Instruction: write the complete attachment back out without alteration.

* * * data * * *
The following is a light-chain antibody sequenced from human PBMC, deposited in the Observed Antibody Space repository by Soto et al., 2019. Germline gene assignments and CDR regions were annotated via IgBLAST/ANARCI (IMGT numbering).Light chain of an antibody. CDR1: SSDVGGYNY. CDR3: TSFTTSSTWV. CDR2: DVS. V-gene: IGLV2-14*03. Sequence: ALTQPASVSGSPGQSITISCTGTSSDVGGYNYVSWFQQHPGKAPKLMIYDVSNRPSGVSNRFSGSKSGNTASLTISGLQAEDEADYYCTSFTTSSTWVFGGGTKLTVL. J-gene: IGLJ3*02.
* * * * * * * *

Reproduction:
The following is a light-chain antibody sequenced from human PBMC, deposited in the Observed Antibody Space repository by Soto et al., 2019. Germline gene assignments and CDR regions were annotated via IgBLAST/ANARCI (IMGT numbering).Light chain of an antibody. CDR1: SSDVGGYNY. CDR3: TSFTTSSTWV. CDR2: DVS. V-gene: IGLV2-14*03. Sequence: ALTQPASVSGSPGQSITISCTGTSSDVGGYNYVSWFQQHPGKAPKLMIYDVSNRPSGVSNRFSGSKSGNTASLTISGLQAEDEADYYCTSFTTSSTWVFGGGTKLTVL. J-gene: IGLJ3*02.